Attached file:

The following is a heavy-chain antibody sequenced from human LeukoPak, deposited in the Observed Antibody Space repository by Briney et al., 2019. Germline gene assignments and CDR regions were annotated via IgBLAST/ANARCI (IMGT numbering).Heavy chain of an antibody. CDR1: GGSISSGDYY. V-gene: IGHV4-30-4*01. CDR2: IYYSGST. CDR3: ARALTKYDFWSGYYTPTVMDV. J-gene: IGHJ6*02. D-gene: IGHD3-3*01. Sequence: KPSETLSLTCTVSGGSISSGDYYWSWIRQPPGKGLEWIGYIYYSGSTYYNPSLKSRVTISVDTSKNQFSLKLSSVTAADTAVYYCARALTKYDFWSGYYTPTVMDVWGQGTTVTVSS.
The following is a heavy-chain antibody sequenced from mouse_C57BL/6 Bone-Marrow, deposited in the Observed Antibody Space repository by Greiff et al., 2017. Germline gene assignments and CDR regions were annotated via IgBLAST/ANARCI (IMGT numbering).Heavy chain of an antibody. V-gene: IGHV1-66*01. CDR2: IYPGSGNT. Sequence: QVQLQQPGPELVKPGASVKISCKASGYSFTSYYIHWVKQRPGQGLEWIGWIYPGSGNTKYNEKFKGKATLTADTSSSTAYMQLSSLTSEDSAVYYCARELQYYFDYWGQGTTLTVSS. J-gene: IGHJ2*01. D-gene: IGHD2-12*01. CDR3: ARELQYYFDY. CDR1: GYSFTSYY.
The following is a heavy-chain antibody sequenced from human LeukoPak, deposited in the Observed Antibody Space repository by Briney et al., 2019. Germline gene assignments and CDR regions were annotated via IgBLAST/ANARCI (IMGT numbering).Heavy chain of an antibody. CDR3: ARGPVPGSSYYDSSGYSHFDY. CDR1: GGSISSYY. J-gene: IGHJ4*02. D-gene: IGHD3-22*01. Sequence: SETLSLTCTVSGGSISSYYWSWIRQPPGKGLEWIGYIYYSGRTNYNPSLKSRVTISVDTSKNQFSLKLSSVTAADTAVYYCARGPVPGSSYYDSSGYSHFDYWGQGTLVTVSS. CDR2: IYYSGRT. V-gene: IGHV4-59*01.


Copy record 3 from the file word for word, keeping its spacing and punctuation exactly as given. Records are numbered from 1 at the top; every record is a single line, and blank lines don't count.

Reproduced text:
The following is a heavy-chain antibody sequenced from human LeukoPak, deposited in the Observed Antibody Space repository by Briney et al., 2019. Germline gene assignments and CDR regions were annotated via IgBLAST/ANARCI (IMGT numbering).Heavy chain of an antibody. CDR3: ARGPVPGSSYYDSSGYSHFDY. CDR1: GGSISSYY. J-gene: IGHJ4*02. D-gene: IGHD3-22*01. Sequence: SETLSLTCTVSGGSISSYYWSWIRQPPGKGLEWIGYIYYSGRTNYNPSLKSRVTISVDTSKNQFSLKLSSVTAADTAVYYCARGPVPGSSYYDSSGYSHFDYWGQGTLVTVSS. CDR2: IYYSGRT. V-gene: IGHV4-59*01.